IN THE HIGH COURT OF DELHI AT NEW DELHI
+ W.P.(C) 3891/2013
SAMSUNG INDIA ELECTRONICS PVT. LTD
Through Mr.S.E.Dastur, Sr. Adv. WithMr.SatyenSethi,
Mr.MadhurAggarwal,Mr.A. Trana Panda,
DY DIRECTOR OF INCOME TAX, CIRCLE-2(2)
Through Mr.SanjeevSabharwal, Sr.Standing Counsel
Mr.RoshanLalGoel, Adv. for R-2
+ W.P.(C) 999/2014
SAMSUNG INDIA ELECTRONICS PVT LTD
Through Mr.S.E.Dastur, Sr. Adv.WithMr.SatyenSethi,
DY. COMMISSIONER OF INCOME
TAX & ORS. ..... Respondent
Through Ms.SuruchiAggarwal, Sr.
Standing Counsel for R-1
Mr.AdityaMalhotra,Adv. for R-4
MR. JUSTICE S. RAVINDRA BHAT
MR. JUSTICE R.V. EASWAR
Reserved on: 19th March, 2014
Date of Decision: 25th April, 2014
Judgement and facts of the case
R.V. EASWAR, J.
These are two writ petitions filed under Art. 226 of the Constitution of India, challenging the jurisdiction of the first respondent to (i) reopen the assessment by issue of a notice under section 148 of the Income Tax Act, 1961 (“the Act”) and (ii) to treat the petitioner as an “assessee in default” under section 201(1) for not deducting tax under section 195(2) and consequently recover interest under section 201(1A) of the Act.
2. The petitioner is a private limited company incorporated in India. It is a wholly-owned subsidiary of Samsung Electronics Ltd. (“SEC”) incorporated in South Korea. It is engaged in the manufacture and trading of electronic items in India under the brand name “Samsung”. The raw materials and spares were imported from the holding company. The sales were “high-seas sales”, completed outside the territory of India. The petitioner’s stand was that it was not liable to deduct tax from the payments made to the SEC for the goods, the contention being that since the property in the goods was transferred outside the territory of India no income accrued or arose to SEC in India; correspondingly, there was no liability on the petitioner’s part to deduct tax from the payments as required by section 195(2). It was also its stand in the return of income filed for the assessment year 2006-07 that since no tax was deductible from the payments, the payments could not be disallowed in the assessment by invoking section 40(a)(i) of the Act.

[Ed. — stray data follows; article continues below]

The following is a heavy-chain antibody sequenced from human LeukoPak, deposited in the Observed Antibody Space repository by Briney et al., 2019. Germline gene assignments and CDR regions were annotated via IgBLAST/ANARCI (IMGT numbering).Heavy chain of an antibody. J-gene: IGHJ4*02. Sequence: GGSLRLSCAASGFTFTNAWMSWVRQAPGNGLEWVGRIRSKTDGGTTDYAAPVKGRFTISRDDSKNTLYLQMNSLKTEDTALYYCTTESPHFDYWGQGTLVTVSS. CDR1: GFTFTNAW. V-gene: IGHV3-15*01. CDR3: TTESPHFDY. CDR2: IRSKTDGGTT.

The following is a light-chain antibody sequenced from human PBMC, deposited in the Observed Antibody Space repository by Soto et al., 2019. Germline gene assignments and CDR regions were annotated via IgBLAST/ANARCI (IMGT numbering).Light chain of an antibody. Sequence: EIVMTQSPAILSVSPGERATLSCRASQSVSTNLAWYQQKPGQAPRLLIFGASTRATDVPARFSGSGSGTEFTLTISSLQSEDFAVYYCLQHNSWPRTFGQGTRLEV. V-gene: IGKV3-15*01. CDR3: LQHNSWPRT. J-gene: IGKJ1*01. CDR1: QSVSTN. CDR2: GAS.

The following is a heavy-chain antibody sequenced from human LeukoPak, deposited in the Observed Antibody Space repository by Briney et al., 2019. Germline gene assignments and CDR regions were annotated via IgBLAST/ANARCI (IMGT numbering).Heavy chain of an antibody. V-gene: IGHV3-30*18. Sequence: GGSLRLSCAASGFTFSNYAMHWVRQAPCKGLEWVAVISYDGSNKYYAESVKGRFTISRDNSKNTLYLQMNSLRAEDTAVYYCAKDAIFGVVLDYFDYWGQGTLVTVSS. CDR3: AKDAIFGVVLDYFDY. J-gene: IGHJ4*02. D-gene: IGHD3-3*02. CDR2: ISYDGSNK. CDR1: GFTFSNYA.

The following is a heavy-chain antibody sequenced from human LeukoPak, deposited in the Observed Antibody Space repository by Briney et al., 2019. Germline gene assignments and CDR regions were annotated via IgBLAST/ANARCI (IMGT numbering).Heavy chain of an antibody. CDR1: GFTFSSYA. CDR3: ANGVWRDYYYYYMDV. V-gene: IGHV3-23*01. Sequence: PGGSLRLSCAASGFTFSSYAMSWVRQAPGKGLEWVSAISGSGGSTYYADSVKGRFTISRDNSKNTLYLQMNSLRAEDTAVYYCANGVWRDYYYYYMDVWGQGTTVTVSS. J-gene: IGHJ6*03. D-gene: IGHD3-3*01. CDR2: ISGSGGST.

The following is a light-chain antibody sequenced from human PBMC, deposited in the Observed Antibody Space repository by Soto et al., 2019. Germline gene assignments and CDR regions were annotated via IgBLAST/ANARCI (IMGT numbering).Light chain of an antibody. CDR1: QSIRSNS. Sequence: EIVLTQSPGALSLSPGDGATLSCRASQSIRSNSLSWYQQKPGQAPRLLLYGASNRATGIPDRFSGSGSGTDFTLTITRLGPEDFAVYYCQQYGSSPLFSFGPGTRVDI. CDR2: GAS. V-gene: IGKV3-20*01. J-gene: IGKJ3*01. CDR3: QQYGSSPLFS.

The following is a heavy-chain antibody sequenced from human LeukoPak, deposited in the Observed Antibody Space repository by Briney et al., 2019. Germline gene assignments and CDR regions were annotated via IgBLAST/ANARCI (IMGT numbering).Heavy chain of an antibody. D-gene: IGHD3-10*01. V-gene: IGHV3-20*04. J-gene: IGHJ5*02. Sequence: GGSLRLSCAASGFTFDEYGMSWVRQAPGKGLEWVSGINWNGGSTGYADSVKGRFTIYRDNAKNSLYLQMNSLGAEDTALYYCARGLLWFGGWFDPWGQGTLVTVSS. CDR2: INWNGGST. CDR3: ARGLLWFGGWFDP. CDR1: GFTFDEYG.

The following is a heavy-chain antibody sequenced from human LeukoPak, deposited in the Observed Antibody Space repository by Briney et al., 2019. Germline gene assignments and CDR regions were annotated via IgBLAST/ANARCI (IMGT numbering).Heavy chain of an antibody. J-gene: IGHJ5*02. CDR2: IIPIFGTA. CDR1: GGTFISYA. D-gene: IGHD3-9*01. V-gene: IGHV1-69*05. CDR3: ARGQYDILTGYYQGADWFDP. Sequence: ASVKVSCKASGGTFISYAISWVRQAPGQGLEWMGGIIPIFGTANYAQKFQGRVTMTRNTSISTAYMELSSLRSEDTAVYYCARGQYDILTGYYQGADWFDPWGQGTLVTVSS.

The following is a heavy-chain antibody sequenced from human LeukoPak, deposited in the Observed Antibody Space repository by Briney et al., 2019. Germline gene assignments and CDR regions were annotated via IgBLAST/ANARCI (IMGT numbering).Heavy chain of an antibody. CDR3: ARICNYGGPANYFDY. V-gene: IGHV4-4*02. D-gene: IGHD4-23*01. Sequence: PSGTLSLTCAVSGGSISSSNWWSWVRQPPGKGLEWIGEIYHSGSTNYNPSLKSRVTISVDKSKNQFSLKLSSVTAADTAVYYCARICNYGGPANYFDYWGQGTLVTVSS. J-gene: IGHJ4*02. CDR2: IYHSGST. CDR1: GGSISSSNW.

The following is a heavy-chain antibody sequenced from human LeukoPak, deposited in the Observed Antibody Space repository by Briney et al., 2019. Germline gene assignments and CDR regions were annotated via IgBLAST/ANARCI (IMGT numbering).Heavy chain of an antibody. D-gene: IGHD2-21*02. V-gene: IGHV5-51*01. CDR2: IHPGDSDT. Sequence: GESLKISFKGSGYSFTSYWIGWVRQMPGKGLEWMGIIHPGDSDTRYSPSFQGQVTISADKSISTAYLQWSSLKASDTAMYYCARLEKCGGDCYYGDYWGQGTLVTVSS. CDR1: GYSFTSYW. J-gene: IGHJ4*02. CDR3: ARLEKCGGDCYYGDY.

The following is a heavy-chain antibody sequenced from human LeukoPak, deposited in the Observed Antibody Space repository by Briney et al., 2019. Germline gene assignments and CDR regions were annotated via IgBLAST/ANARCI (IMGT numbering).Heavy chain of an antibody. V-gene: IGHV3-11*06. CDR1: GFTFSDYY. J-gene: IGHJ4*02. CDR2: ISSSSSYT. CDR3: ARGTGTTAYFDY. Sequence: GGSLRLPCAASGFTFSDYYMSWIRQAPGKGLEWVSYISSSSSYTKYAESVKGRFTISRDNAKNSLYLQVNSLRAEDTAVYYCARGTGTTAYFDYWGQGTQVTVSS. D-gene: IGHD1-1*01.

3. The return of income for the assessment year 2006-07, relevant for the financial year ended 31-3-2006, was filed on 29-11-2006 along with Form No. 3 CEB, declaring a total income of Rs. 36,26,44,434/-. The details of the transactions with the associated enterprises were furnished, including the transactions with SEC. A reference was made to the Transfer Pricing Officer (“TPO”) who made upward adjustments amounting to Rs. 1,27,58,65,045/- by order passed on 30-10-2009, which was later rectified by an order passed on 12-11-2009 under section 154 reducing the adjustment to Rs. 1,24,86,79,414/-. The respondent proposed a draft assessment order under section 144C of the Act on 22-12-2009 computing the total income at Rs. 1,62,44,65,280/-; no disallowance of the payments made to SEC was proposed under section 40(a)(i) in the draft order. The petitioner filed its objections to the draft order before the Disputes Resolution Panel (“DRP”). The DRP issued directions to the respondent vide order dated 30-9-2010 and the respondent completed the assessment of the petitioner under section 143(3) of the Act by order dated 19-10-2010, after making an adjustment of Rs. 1,24,86,79,414/- to the international transactions with the associated enterprises as originally proposed in the draft assessment order read with the rectification order dated 12-11-2009.
4. During the pendency of the objections before the DRP, a survey under section 133A was conducted in the premises of the petitioner on 24-6-2010, in the course of which statements from some of the employees, including expatriate-employees, were recorded.
To read the full judgement, please find the attached file.